It’s a dilemma.
You want to live a rich and juicy life right now, but you also want to put money aside so you can create assets and watch your garden of investments grow.
How do you save money without lowering your quality of life?
First of all, you have to realize what is important to you.
If avocado sandwiches and lattes make you happy, those are not the items to dispense with – no matter what financial experts say and what calculations they come up with.
You have to find a way to cut where it doesn’t hurt.
Here are seven examples of things I have cut from my own life that I hope will inspire you.
1. Insurances and Extended Warranties
Nope, don’t go without essential insurances, but look at your policies and make sure you are not over-insured. A lot of people have double coverages.
I always avoid the extended warranties that clever salesmen try to sell you when you buy any kind of electronics or gadgets.
These kind of product specific insurances feed on the fear that your new and shiny object will break the moment you walk out of the shop. It’s not likely to happen, and the warranty is often overpriced.
Have you checked if there are any warranties connected to your credit card? You might pay a lot of money for double coverage.
If you are happy with a specific insurance, you might still be able to save some money.
Have you tried checking the competitors’ prices or calling up your current insurance company to see if you can renegotiate the deal?
2. Impulse Purchase
Whether it’s online or offline, avoid buying something right away.
Let yourself sleep on it. You often find that you don’t need it anyway.
When you go shopping for groceries, have a specific list before you enter the shop, so you don’t get distracted by all the other things on offer.
3. Cable TV
Does anyone watch TV the old-fashioned way anymore?
I admit that I still have a box on the wall, but it’s mostly used for a movie or a show here and there for the kids.
If you are still paying for cable TV, maybe it’s time to consider if you still need it?
There are plenty of streaming services that are cheaper (like Sling tv, Hulu, Youtube Tv). And of course, if you mainly want series and movies, you have Netflix, HBO and Disney Channel.
I don’t have any of the streaming services – I just don’t want to have the temptation of getting sucked into a series or a show – but I rent or buy movies for my kids.
Now that you are at it, look through your internet and phone deals and check the competitors’ prices to make sure you are not paying too much for too little.
4. Lazy Take-Aways, Cocktails and Dining out
A friend of mine became financially independent within a few years once he decided to stop drinking alcohol and invest the money instead.
I really enjoy dining out, but it’s something I do on special occasions. I make plans with friends, book a table and I dress up for it.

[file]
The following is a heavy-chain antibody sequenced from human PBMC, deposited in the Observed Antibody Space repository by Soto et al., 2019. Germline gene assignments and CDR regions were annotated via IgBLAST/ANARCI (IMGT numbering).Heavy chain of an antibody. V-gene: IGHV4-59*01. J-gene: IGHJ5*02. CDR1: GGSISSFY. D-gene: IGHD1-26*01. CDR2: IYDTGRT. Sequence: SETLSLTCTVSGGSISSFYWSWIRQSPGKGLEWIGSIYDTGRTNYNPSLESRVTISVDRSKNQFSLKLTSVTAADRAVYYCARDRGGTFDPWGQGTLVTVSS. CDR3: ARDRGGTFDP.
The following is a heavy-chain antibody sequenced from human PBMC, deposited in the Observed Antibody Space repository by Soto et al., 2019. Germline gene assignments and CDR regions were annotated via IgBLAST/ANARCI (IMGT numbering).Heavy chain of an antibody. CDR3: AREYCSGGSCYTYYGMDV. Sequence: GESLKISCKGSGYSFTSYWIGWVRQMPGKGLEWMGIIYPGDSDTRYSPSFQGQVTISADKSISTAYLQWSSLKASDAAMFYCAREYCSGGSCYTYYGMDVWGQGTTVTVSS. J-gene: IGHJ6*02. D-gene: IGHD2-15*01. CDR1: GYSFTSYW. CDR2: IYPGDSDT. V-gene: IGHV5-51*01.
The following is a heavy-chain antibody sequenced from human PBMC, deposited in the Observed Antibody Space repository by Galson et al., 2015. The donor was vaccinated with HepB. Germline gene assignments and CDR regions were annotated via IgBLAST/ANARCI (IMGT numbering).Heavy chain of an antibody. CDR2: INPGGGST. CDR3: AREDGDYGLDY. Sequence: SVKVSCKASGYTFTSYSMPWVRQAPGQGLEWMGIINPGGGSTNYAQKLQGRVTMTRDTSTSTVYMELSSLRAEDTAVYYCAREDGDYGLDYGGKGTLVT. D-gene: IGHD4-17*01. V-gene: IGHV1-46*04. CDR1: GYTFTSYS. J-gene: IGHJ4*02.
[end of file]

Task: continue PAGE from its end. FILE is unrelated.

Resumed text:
I avoid doing it out of convenience. My own food is quicker, better and cheaper than the everyday take-away solutions.
5. Lottery Tickets
If you play the lottery, you have a tiny chance of winning.
If you don’t play and invest the money instead, you are certain to win in the long run.
A few years ago, Warren Buffett opened the annual meeting of Berkshire Hathaway with illustrating how 10,000 in the stock market (placed in an index) in 1942 would have grown to 51 million today.
That’s a pretty nice win, isn’t it?
6. Status Symbol
Always ask yourself if you are buying something because you need it and really want that model (be it car, phone or handbag) or if there is some other motive behind your purchase.
Quality is good and can often last longer, but show off-purchases will keep you broke.
Ask yourself if the phone, the car or the bag is the best option for you and your life. Ask yourself if you are secretly buying it because of what you hope people will think of you when they see you with it?
Is it about you and your life or is it more about what other people will think about you?
It takes a bit of self scrutiny, but this is a big one that can save you a lot of money.
7. Household Brands
When you walk around a store, there will often be many products which are identical, but priced very differently.
It’s a retail secret that some of the private labels – the stores’ own brands – are actually produced by the same factories that make the products for some of the brands.
I’m mainly thinking about some of the more boring everyday items like soap, detergent and wet wipes.
Look at what’s in the product and where it’s produced. You might discover that it’s the exact same thing. Choosing the cheaper private label can save you a lot of money in the long run.
How are you going to invest all that money that you will save with these seven tips? If you want to learn about investing, you are welcome to download my free e-book here.